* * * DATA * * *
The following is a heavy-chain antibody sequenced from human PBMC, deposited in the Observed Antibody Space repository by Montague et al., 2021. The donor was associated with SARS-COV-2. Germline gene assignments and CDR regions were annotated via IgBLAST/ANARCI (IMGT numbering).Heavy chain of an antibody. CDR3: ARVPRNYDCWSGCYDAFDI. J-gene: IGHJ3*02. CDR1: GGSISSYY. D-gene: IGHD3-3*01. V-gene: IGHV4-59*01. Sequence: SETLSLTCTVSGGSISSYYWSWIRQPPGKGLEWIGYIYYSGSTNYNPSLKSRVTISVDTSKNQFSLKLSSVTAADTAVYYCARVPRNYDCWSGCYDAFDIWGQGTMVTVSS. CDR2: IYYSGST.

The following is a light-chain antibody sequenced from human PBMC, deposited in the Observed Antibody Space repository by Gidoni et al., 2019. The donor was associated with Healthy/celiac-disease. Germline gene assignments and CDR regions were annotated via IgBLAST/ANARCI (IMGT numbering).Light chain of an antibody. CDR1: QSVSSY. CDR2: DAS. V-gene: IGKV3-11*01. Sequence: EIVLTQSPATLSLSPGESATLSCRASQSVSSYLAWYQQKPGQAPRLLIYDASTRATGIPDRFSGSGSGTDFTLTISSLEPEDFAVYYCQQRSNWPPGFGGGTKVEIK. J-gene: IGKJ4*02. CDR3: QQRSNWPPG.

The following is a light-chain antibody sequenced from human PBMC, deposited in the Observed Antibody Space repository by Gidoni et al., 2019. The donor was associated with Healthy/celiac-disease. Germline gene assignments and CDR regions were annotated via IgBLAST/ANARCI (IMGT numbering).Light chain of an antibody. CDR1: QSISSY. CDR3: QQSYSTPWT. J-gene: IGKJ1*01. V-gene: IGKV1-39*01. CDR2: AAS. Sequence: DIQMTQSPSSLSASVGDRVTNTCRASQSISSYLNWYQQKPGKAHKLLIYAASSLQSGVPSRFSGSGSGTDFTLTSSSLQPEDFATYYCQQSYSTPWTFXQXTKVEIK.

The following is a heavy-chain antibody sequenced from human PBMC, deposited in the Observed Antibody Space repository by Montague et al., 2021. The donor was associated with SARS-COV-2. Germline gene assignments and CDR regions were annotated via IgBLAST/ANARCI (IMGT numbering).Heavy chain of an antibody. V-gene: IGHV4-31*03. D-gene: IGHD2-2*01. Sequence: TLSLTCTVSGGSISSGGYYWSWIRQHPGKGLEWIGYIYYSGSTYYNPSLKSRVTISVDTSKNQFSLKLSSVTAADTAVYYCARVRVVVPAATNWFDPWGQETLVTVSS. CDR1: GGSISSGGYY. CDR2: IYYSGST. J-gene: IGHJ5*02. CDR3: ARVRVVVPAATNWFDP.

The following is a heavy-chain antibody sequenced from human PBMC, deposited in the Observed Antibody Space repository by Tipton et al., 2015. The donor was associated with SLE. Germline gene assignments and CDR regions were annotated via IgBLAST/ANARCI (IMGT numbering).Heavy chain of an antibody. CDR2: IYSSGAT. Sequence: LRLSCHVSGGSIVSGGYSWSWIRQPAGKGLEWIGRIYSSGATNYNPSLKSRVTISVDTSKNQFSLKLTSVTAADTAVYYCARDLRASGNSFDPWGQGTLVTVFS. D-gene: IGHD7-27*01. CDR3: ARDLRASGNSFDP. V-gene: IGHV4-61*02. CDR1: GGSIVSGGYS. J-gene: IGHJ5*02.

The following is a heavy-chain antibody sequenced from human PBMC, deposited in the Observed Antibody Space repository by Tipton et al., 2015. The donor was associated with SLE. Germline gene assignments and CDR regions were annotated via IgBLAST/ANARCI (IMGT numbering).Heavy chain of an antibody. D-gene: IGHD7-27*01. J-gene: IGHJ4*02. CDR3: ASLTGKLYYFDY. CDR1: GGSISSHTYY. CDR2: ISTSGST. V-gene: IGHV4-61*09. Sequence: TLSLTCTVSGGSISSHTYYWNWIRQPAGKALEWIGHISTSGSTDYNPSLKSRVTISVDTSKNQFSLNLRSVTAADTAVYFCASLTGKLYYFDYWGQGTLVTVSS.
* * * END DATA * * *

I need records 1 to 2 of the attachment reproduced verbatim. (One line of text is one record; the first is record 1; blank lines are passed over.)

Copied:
The following is a heavy-chain antibody sequenced from human PBMC, deposited in the Observed Antibody Space repository by Montague et al., 2021. The donor was associated with SARS-COV-2. Germline gene assignments and CDR regions were annotated via IgBLAST/ANARCI (IMGT numbering).Heavy chain of an antibody. CDR3: ARVPRNYDCWSGCYDAFDI. J-gene: IGHJ3*02. CDR1: GGSISSYY. D-gene: IGHD3-3*01. V-gene: IGHV4-59*01. Sequence: SETLSLTCTVSGGSISSYYWSWIRQPPGKGLEWIGYIYYSGSTNYNPSLKSRVTISVDTSKNQFSLKLSSVTAADTAVYYCARVPRNYDCWSGCYDAFDIWGQGTMVTVSS. CDR2: IYYSGST.

The following is a light-chain antibody sequenced from human PBMC, deposited in the Observed Antibody Space repository by Gidoni et al., 2019. The donor was associated with Healthy/celiac-disease. Germline gene assignments and CDR regions were annotated via IgBLAST/ANARCI (IMGT numbering).Light chain of an antibody. CDR1: QSVSSY. CDR2: DAS. V-gene: IGKV3-11*01. Sequence: EIVLTQSPATLSLSPGESATLSCRASQSVSSYLAWYQQKPGQAPRLLIYDASTRATGIPDRFSGSGSGTDFTLTISSLEPEDFAVYYCQQRSNWPPGFGGGTKVEIK. J-gene: IGKJ4*02. CDR3: QQRSNWPPG.